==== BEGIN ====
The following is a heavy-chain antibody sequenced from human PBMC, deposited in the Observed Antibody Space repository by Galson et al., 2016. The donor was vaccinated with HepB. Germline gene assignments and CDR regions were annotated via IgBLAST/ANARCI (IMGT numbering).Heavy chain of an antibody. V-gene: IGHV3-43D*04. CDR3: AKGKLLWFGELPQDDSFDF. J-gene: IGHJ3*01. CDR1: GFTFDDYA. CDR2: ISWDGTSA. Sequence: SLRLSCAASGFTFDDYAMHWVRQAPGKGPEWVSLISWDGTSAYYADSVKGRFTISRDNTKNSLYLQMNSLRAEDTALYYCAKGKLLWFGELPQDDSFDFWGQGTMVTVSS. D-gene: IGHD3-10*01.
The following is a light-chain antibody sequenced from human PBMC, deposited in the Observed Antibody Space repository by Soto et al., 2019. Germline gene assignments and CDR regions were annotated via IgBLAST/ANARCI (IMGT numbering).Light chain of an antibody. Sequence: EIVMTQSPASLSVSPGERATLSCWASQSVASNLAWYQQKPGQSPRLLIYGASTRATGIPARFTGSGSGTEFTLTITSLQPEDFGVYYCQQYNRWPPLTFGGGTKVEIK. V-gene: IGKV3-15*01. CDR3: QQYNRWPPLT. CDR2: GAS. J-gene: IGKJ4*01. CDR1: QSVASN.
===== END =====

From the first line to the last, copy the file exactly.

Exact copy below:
The following is a heavy-chain antibody sequenced from human PBMC, deposited in the Observed Antibody Space repository by Galson et al., 2016. The donor was vaccinated with HepB. Germline gene assignments and CDR regions were annotated via IgBLAST/ANARCI (IMGT numbering).Heavy chain of an antibody. V-gene: IGHV3-43D*04. CDR3: AKGKLLWFGELPQDDSFDF. J-gene: IGHJ3*01. CDR1: GFTFDDYA. CDR2: ISWDGTSA. Sequence: SLRLSCAASGFTFDDYAMHWVRQAPGKGPEWVSLISWDGTSAYYADSVKGRFTISRDNTKNSLYLQMNSLRAEDTALYYCAKGKLLWFGELPQDDSFDFWGQGTMVTVSS. D-gene: IGHD3-10*01.
The following is a light-chain antibody sequenced from human PBMC, deposited in the Observed Antibody Space repository by Soto et al., 2019. Germline gene assignments and CDR regions were annotated via IgBLAST/ANARCI (IMGT numbering).Light chain of an antibody. Sequence: EIVMTQSPASLSVSPGERATLSCWASQSVASNLAWYQQKPGQSPRLLIYGASTRATGIPARFTGSGSGTEFTLTITSLQPEDFGVYYCQQYNRWPPLTFGGGTKVEIK. V-gene: IGKV3-15*01. CDR3: QQYNRWPPLT. CDR2: GAS. J-gene: IGKJ4*01. CDR1: QSVASN.